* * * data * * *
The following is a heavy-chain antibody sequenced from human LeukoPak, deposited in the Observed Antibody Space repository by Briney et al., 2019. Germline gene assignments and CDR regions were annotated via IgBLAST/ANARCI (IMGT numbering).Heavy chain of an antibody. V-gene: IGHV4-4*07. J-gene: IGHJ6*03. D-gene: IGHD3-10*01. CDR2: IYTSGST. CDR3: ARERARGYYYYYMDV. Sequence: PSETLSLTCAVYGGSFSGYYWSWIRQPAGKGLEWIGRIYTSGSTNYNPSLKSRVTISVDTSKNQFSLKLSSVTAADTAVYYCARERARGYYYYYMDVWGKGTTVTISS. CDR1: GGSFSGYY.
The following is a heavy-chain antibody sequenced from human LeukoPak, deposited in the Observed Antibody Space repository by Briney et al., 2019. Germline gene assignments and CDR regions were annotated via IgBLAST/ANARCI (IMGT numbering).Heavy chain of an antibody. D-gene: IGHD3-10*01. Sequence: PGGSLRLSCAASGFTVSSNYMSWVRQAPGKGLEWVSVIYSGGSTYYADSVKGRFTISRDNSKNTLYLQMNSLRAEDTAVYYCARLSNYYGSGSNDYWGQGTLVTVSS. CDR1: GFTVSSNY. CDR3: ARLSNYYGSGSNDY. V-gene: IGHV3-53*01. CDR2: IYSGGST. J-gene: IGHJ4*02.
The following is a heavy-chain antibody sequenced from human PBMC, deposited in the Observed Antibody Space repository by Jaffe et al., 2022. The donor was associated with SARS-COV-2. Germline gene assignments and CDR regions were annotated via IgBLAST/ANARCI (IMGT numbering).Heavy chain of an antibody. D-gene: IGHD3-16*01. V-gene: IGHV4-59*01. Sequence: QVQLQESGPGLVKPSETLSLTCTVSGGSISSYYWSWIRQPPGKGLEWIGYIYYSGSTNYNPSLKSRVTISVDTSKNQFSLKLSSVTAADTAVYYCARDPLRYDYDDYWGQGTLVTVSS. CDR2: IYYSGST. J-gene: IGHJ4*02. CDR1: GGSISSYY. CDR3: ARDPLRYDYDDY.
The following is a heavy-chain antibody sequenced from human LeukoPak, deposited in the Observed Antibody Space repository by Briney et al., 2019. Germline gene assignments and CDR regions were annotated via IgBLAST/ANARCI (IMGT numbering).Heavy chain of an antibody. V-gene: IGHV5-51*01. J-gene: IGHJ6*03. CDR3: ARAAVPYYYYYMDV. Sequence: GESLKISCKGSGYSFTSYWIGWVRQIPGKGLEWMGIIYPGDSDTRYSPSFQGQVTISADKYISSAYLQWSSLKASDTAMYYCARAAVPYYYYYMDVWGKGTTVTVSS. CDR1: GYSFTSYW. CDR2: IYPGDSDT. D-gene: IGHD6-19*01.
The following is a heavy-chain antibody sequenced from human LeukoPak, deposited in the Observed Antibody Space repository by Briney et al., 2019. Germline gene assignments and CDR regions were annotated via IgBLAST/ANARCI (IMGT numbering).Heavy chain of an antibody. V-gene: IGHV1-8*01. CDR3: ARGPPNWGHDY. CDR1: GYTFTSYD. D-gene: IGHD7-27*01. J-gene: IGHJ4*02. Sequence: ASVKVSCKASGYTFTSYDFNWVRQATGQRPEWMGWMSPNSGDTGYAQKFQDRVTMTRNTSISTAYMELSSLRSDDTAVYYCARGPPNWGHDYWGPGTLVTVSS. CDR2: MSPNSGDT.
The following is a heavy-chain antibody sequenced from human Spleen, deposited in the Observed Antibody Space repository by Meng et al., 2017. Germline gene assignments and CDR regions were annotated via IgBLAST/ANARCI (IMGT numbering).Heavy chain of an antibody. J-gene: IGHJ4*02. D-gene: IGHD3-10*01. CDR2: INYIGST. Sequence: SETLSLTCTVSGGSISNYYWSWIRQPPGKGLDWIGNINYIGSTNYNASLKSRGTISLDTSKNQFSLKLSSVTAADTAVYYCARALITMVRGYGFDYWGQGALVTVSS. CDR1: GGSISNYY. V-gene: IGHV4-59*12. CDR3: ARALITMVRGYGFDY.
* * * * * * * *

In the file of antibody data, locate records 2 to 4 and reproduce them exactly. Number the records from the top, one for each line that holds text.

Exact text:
The following is a heavy-chain antibody sequenced from human LeukoPak, deposited in the Observed Antibody Space repository by Briney et al., 2019. Germline gene assignments and CDR regions were annotated via IgBLAST/ANARCI (IMGT numbering).Heavy chain of an antibody. D-gene: IGHD3-10*01. Sequence: PGGSLRLSCAASGFTVSSNYMSWVRQAPGKGLEWVSVIYSGGSTYYADSVKGRFTISRDNSKNTLYLQMNSLRAEDTAVYYCARLSNYYGSGSNDYWGQGTLVTVSS. CDR1: GFTVSSNY. CDR3: ARLSNYYGSGSNDY. V-gene: IGHV3-53*01. CDR2: IYSGGST. J-gene: IGHJ4*02.
The following is a heavy-chain antibody sequenced from human PBMC, deposited in the Observed Antibody Space repository by Jaffe et al., 2022. The donor was associated with SARS-COV-2. Germline gene assignments and CDR regions were annotated via IgBLAST/ANARCI (IMGT numbering).Heavy chain of an antibody. D-gene: IGHD3-16*01. V-gene: IGHV4-59*01. Sequence: QVQLQESGPGLVKPSETLSLTCTVSGGSISSYYWSWIRQPPGKGLEWIGYIYYSGSTNYNPSLKSRVTISVDTSKNQFSLKLSSVTAADTAVYYCARDPLRYDYDDYWGQGTLVTVSS. CDR2: IYYSGST. J-gene: IGHJ4*02. CDR1: GGSISSYY. CDR3: ARDPLRYDYDDY.
The following is a heavy-chain antibody sequenced from human LeukoPak, deposited in the Observed Antibody Space repository by Briney et al., 2019. Germline gene assignments and CDR regions were annotated via IgBLAST/ANARCI (IMGT numbering).Heavy chain of an antibody. V-gene: IGHV5-51*01. J-gene: IGHJ6*03. CDR3: ARAAVPYYYYYMDV. Sequence: GESLKISCKGSGYSFTSYWIGWVRQIPGKGLEWMGIIYPGDSDTRYSPSFQGQVTISADKYISSAYLQWSSLKASDTAMYYCARAAVPYYYYYMDVWGKGTTVTVSS. CDR1: GYSFTSYW. CDR2: IYPGDSDT. D-gene: IGHD6-19*01.